The GNU Image Manipulation (GIMP) software suite is a free alternative to Adobe Photoshop, and has really taken off. The price is very attractive, but the trade-off is the fact that GIMP is not the easiest program to use. I have used both, and find GIMP far less intuitive than the Adobe product. Nevertheless, with a little effort on the part of the user, GIMP works very well. Since GIMP does not come with a user's manual per se, others have stepped in to help out. No Starch Press have just published The Artist’s Guide to GIMP: Creative Techniques for Photographers, Artists, and Designers by Michael J. Hammel. It is an excellent guide to some of the program’s applications.
This 295-page book is not as comprehensive as the recent Book of GIMP (also from No Starch), but The Artist’s Guide has a lot to recommend it. The Book of GIMP is highly detailed, and is in fact practically a manual. The Artist’s Guide assumes a certain amount of familiarity with GIMP on the part of the user. This is the second edition of The Artist’s Guide, updated to cover GIMP 2.8, the latest edition of the software.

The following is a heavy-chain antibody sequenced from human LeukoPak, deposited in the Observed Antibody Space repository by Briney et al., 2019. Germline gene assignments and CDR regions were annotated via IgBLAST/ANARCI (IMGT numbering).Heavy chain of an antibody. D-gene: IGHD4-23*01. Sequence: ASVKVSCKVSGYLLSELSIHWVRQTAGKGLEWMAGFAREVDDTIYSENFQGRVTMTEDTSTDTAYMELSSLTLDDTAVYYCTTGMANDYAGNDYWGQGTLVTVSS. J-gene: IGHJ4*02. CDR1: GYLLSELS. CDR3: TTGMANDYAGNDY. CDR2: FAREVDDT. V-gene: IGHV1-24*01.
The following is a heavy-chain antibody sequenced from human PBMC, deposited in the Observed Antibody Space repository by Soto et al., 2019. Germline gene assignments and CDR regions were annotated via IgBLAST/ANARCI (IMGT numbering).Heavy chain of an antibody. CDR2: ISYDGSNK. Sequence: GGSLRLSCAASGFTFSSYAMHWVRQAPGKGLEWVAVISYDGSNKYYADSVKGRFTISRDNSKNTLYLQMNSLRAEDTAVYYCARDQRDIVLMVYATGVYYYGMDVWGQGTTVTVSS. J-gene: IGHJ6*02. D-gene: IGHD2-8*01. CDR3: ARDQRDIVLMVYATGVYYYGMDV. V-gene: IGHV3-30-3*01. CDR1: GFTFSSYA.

The Artist’s Guide to GIMP is broken down into six chapters. These are “Fundamental Techniques;” “Photographic Effects;” “Web Design;” “Advertising and Special Effects;” “Type Effects;” and “Creative Inspiration.”
As is probably self-explanatory, the first chapter, “Fundamental Techniques,” is about as close to a basic guide to GIMP as the book offers. My interest in Photoshop has always been with its photographic uses, to make my pictures look better. GIMP works very well for the basics, such as removing red-eye, cropping, fixing the exposure, and such. But there are a lot of more advanced properties to it as well. Chapter two, “Photographic Effects,” details a few of these, and present some very cool results.